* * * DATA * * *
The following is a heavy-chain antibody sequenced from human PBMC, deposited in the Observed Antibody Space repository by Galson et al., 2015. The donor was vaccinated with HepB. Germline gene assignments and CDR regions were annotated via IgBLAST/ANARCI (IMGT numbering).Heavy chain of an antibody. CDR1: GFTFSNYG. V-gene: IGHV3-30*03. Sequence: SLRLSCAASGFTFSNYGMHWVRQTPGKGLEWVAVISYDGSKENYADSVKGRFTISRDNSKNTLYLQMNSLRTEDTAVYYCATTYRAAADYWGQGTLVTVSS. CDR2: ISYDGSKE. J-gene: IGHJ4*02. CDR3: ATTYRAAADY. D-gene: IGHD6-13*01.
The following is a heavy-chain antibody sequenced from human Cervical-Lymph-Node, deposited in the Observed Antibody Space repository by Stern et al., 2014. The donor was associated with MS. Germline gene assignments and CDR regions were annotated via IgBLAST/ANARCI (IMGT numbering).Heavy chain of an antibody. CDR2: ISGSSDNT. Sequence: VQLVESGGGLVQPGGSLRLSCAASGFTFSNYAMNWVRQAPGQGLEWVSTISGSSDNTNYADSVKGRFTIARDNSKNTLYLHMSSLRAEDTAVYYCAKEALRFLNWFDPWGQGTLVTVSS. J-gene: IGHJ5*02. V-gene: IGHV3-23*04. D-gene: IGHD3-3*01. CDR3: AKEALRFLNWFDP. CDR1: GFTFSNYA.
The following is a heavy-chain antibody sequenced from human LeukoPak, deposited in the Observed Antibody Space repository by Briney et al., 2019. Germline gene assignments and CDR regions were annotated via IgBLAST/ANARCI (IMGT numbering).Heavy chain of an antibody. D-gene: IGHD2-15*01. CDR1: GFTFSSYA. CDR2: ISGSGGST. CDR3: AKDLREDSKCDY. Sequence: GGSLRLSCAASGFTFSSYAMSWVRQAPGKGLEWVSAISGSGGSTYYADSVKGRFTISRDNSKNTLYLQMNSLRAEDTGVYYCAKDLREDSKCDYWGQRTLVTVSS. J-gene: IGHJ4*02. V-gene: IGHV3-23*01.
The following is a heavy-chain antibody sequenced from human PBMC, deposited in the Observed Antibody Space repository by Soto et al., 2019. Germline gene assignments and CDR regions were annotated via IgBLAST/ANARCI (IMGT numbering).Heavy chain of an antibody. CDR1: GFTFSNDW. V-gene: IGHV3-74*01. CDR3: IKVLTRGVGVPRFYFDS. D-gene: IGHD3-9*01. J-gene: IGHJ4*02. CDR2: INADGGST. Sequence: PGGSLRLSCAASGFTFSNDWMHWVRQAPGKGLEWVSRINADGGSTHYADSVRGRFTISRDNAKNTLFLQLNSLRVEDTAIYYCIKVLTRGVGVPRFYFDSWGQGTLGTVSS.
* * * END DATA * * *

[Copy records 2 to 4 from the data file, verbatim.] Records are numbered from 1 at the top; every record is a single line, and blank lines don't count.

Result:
The following is a heavy-chain antibody sequenced from human Cervical-Lymph-Node, deposited in the Observed Antibody Space repository by Stern et al., 2014. The donor was associated with MS. Germline gene assignments and CDR regions were annotated via IgBLAST/ANARCI (IMGT numbering).Heavy chain of an antibody. CDR2: ISGSSDNT. Sequence: VQLVESGGGLVQPGGSLRLSCAASGFTFSNYAMNWVRQAPGQGLEWVSTISGSSDNTNYADSVKGRFTIARDNSKNTLYLHMSSLRAEDTAVYYCAKEALRFLNWFDPWGQGTLVTVSS. J-gene: IGHJ5*02. V-gene: IGHV3-23*04. D-gene: IGHD3-3*01. CDR3: AKEALRFLNWFDP. CDR1: GFTFSNYA.
The following is a heavy-chain antibody sequenced from human LeukoPak, deposited in the Observed Antibody Space repository by Briney et al., 2019. Germline gene assignments and CDR regions were annotated via IgBLAST/ANARCI (IMGT numbering).Heavy chain of an antibody. D-gene: IGHD2-15*01. CDR1: GFTFSSYA. CDR2: ISGSGGST. CDR3: AKDLREDSKCDY. Sequence: GGSLRLSCAASGFTFSSYAMSWVRQAPGKGLEWVSAISGSGGSTYYADSVKGRFTISRDNSKNTLYLQMNSLRAEDTGVYYCAKDLREDSKCDYWGQRTLVTVSS. J-gene: IGHJ4*02. V-gene: IGHV3-23*01.
The following is a heavy-chain antibody sequenced from human PBMC, deposited in the Observed Antibody Space repository by Soto et al., 2019. Germline gene assignments and CDR regions were annotated via IgBLAST/ANARCI (IMGT numbering).Heavy chain of an antibody. CDR1: GFTFSNDW. V-gene: IGHV3-74*01. CDR3: IKVLTRGVGVPRFYFDS. D-gene: IGHD3-9*01. J-gene: IGHJ4*02. CDR2: INADGGST. Sequence: PGGSLRLSCAASGFTFSNDWMHWVRQAPGKGLEWVSRINADGGSTHYADSVRGRFTISRDNAKNTLFLQLNSLRVEDTAIYYCIKVLTRGVGVPRFYFDSWGQGTLGTVSS.